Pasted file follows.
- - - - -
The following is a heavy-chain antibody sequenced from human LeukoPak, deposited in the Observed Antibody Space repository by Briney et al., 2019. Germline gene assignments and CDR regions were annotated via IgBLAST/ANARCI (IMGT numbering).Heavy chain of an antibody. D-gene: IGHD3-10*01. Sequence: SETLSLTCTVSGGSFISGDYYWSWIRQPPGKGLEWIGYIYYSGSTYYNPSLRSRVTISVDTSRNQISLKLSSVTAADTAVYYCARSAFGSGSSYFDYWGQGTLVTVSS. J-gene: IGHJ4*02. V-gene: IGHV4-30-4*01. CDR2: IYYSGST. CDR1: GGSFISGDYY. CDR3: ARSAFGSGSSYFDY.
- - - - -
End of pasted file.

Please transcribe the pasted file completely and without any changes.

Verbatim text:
The following is a heavy-chain antibody sequenced from human LeukoPak, deposited in the Observed Antibody Space repository by Briney et al., 2019. Germline gene assignments and CDR regions were annotated via IgBLAST/ANARCI (IMGT numbering).Heavy chain of an antibody. D-gene: IGHD3-10*01. Sequence: SETLSLTCTVSGGSFISGDYYWSWIRQPPGKGLEWIGYIYYSGSTYYNPSLRSRVTISVDTSRNQISLKLSSVTAADTAVYYCARSAFGSGSSYFDYWGQGTLVTVSS. J-gene: IGHJ4*02. V-gene: IGHV4-30-4*01. CDR2: IYYSGST. CDR1: GGSFISGDYY. CDR3: ARSAFGSGSSYFDY.